The investigator probing Auckland Mayor Len Brown's tryst with his mistress in the council's Ngati Whatua room was concerned the security guard who'd walked in on the lovers was muzzled.
Emails obtained under the Official Information Act reveal the Ernst and Young fraud investigation boss suspected the guard - who unwittingly caught the mayor and Bevan Chuang having sex in a council room - may have had "pressure bought to bear on them to keep quiet".
Chuang revealed the interruption when she disclosed the affair last year. Efforts to identify the male guard - one of 16 to have worked during the past few years at the Town Hall where the Ngati Whatua room is located - were fruitless.
An email on November 7 last year from the council employment relations manager Andre Lubbe to security manager Dean Kidd indicated there was "some suspicion" about one guard.
Lubbe named him in the email but his identity was redacted in papers obtained by the Herald on Sunday.
Nearly three weeks later, the mystery of who interrupted the lovers early in 2012 deepened.
EY's fraud investigation and dispute service senior manager Matthew Hammond assured council staff EY was not concerned about their actions or inaction but whether the guard had been silenced.
This included any "inducement or coercion" to keep quiet.
Hammond wrote to Kidd asking to speak to them as a group at handover briefings at the end of their shift rather than scheduling 15-16 separate interviews.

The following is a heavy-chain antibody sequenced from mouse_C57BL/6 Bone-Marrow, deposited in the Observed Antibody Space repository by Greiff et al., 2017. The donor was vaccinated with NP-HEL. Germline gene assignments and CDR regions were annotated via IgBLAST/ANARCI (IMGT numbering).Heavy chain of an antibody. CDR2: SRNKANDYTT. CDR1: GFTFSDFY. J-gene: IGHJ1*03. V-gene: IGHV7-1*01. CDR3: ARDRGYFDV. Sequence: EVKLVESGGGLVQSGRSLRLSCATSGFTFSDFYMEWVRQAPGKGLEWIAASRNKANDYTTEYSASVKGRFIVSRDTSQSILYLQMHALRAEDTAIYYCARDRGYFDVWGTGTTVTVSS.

The EY review eventually cleared Brown and Chuang of any coercion, finding they neither knew the identity of the guard nor sought him out after the incident.
No correspondence in council email data was found relating to the security guard and management at The Edge, who oversaw security for the Town Hall, were not able to identify the guard.
Mayoral office spokesman Dan Lambert declined to comment about the hunt for the guard but said an extensive investigation cleared the mayor of inappropriately using council resources.
Details of the two-year affair came to light last October, just days after Brown won a second consecutive term as mayor.
The $100,000 EY review found Brown did not inappropriately use council resources to support the relationship.
However, the review found Brown received nine free hotel rooms during the review period, including one spent with Chuang. He also used the council-provided phone to make 1375 calls and texts to Chuang.
The lengths they went to
• The Ernst and Young (EY) investigators sought a massive amount of information in the Brown inquiry:
• Footage was requested for three years from security cameras posted around the Auckland Town Hall, including the entrance and exit around the Mayoral offices.
• 470,000 relevant records of up to 200 GB of data was extracted from staff emails between November 2010 and October last year. A council spokesman said this amounted to more than 11 million staff emails forensically searched by investigators.
• Three female staff members in the Mayor's office were asked to provide privacy waivers to allow checks about bookings made for the Mayor at the Hilton, SkyCity and the Langham hotels.
• Six of the 25 telephone numbers with the highest frequency of calls and text messages from Len Brown's phone could not be attributed to a person or company. One of the frequently called numbers belonged to a woman in the mayoral team. The rest were not on the council's Vodafone or Telecom accounts.
• Chief executive Doug MacKay warned EY to give Brown access to all details to lessen the chance of successful legal proceedings. Lawyers for Meredith Connell told McKay it was important Brown had access to the detail behind any contentious issue, including emails and conflicting records.